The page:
Faith

What's Required for Our Prayers to Be Accepted and Answered?

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As we stand on the threshold of the new year, our thoughts go back over the calamitous events of the previous year and the year before, both in Israel and abroad, and we seek to redouble and reintensify our t’filloth (prayers) as never before, in hope that our people might finally merit a shnath rachamim vi-yeshu’ôth, a year of mercy and salvation, of respite from our cruel and implacable enemies. In this connection, I should like to share an insight which has come to mean a great deal to me over the last fifteen months, an êtza tova as to how to make our prayers truly heartfelt.

To put the need in proper perspective, consider what the Torah tells us of the dawn of the Jewish nation. As our ancestors languished in Egyptian bondage, we read: Va-yehi ba-yamim ha-rabbim ha-hém…va-yé’anchu bnei Yisra’él min ha-âvoda va-yiz’âqu, va-ta’âl shav’âtham el ha-Eloqim min ha-âvoda. Va-yishma Eloqim eth na’aqatham, va-yizkor Eloqim eth britho eth Avraham, eth Yitzchaq, v’eth Ya’âqov. Va-yar’ Eloqim eth bnei Yis-ra’él va-yéda Eloqim (“And the bnei Yisra’él groaned from the labor and cried out, and their outcry rose up to G-d from the labor, and G-d heard their outcry and He remembered His covenant with Avraham, Yitzchaq, and Ya’aqov. And G-d saw the bnei Yisra-’él and G-d knew”; Exodus II,23- 25).

Za’âqu mi-k’év lév âl âvodatham, says the Sforno; they cried out in heartfelt pain because of their exertions. Yet note that there is a process involved here: The outcry went up to  G-d, G-d heard the outcry, G-d remembered His covenant with the illustrious ancestors, saw their suffering, knew that they were suffering – but, apparently, did nothing. Why did Ha-Shem rachum v’chanun, the merciful and gracious G-d, not accept their t’filla immediately, and immediately send the necessary rescue? It is only later that we find Him ordering Moshe: V’âtta hinneh tz’âqath bnei Yisra’él ba’a élai….V’âtta lecha v’eshlachacha el Par’ô v’hotzé eth âmmi bnei Yisra’él mi-Mitzrayim (“And now, the outcry of the bnei Yisra’él has come to Me….And now, go and I shall send you to Pharaoh, and bring out My people the bnei Yisra’él from Egypt”; III,9-10). As the Rashbam points out, they had been crying throughout all of ha-yamim ha-rabbim ha-hém, those many days that they had been in servitude; why did the salvation take so long?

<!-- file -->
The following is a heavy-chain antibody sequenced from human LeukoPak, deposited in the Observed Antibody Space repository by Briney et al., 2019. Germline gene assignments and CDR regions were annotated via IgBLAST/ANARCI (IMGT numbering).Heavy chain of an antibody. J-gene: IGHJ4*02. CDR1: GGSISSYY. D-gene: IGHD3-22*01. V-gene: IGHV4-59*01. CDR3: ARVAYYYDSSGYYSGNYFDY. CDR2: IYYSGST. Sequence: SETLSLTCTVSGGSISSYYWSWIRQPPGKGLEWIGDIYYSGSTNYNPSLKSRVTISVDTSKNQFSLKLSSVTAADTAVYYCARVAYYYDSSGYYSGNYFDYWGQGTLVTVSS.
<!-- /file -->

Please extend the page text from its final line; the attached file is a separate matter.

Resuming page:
The Sforno makes two insightful observations: When the outcry “went up to G-d,” he writes, it was lo bi-shvil t’shuvatham u-th’fillatham, not because of their repentance and supplication. Their t’filla, their prayer, was ineffectual; the outcry rose up only min ha-âvoda, he goes on, âl achzariyuth ha-ma’âvidim (“because of the cruelty of the[ir] employers,” i.e. the Egyptians). The fundamental sense of Divine justice was offended and outraged (whence the exclusive use of the Divine name Eloqim, indicative of justice), but mercy was not awakened. The cruel acts of the Egyptians were meaningful, but Israel’s prayers, per se, were not.

Moshe only came to be sent to the rescue later, he writes, “now” (as the verse emphasizes) because at that point, finally, their outcry was kullo emeth…she-qibbalti eth t’filla-tham mé-achar she-qar’uni be-emeth, v’lo âl derech “va-yefattuhu b’fihem” (“entirely truth…For I accepted their prayer because they called Me in truth, and not in the manner of ‘and they seduced Him with their mouths’”).